Penn-Trafford chasing program history
TribLIVE Sports Videos
Quarterback Brett Laffoon knows about the recent history of Penn-Trafford football in the WPIAL playoffs.
“(Before this game), we won one playoff game in 13 years,” Laffoon said after the Warriors' 22-16 victory over Penn Hills in the first round of the Class AAAA playoffs last week. “Now we have two. It's great.”
Fresh off its second playoff win since the 2000 season, No. 6 seed Penn-Trafford (7-3) finds itself chasing rarer achievements heading into its quarterfinal matchup with McKeesport on Friday night at Norwin.
With a win over the Tigers, the Warriors would advance to the WPIAL semifinals for the first time since 1997, when they finished as the Class AAAA runner-up behind Upper St. Clair.
“It's pretty special to be part of the last eight teams in (Class AAAA) standing,” Penn-Trafford coach John Ruane said. “I think (the players have) taken some pride in that. We haven't gone beyond this round in a long time, and if we can work hard and pull out a win Friday, that would be a big deal for the community. I think the kids are motivated by that more than anything.”
Providing extra motivation is a chance for redemption against No. 3 McKeesport, which beat Penn-Trafford, 34-14, earlier this season.
In that game, McKeesport converted a pair of Penn-Trafford mistakes inside its own 20-yard line into touchdowns. A special-teams mistake that gave McKeesport a short field to drive for a touchdown, enabling the Tigers to take a 21-7 lead into halftime, proved especially costly.
Ruane said the team was using the first game as “a teaching tool.”
“It's certainly the best film we have because it's our defense facing that offense, and our offense facing their defense,” he said. “So there's a lot we can teach from. But we put a lot of time in watching the rest of their season to see what they've done differently, see how teams have attacked them and how they've attacked people.”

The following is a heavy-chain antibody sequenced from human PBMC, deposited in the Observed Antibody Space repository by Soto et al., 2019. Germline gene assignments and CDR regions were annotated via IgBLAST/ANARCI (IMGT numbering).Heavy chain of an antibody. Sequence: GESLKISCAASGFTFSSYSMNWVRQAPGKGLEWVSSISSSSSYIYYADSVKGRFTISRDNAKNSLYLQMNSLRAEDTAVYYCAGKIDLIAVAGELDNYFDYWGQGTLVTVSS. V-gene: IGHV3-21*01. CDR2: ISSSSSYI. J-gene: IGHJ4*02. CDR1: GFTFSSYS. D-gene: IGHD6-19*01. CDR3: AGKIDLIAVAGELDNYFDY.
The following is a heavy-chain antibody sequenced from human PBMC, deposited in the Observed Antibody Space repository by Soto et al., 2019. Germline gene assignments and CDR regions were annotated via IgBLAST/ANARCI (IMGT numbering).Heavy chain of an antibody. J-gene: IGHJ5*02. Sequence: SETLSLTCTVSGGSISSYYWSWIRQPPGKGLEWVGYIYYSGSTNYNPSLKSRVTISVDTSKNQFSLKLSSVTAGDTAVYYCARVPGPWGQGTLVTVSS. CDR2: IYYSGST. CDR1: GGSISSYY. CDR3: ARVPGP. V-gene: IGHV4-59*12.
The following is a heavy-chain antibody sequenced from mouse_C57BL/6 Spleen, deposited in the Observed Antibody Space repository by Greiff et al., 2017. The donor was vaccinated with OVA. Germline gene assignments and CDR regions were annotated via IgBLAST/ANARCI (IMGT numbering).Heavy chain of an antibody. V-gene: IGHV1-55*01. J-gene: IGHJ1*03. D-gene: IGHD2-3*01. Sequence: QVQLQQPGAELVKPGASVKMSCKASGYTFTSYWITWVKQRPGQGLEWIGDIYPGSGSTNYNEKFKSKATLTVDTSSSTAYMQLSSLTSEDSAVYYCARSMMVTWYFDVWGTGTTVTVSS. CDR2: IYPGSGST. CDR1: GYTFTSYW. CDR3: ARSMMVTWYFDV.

McKeesport (10-0) enters Friday night's game on an offensive roll after scoring touchdowns on its first eight possessions in a 54-28 victory over Peters Township last week. The Tigers nearly reached the 50-point mark a week earlier in a 49-12 victory over Gateway.
“We have to be more disciplined than we were the first game in all phases,” Ruane said. “Just like they do to everyone else, when you miss your assignment defensively, they're going to make good reads and they're going to torch you. Certainly we learned that firsthand, and if you watch their games from the rest of the season, it just continues to happen. They're really well-coached, and the kids are good.”
The Tigers' flexbone, triple-option offense is led by quarterback David Queen and running back Mikell Moore, who have combined for 26 touchdowns this season, as well as a host of other playmakers and what Ruane called an “unsung” offensive line.
Last week, the Warriors held Penn Hills' offense mostly in check. While the Indians controlled the ball and the clock for most of the game, Penn-Trafford held them to just one offensive touchdown and forced three turnovers.
The Warriors must have a similar type of game against McKeesport, Ruane said.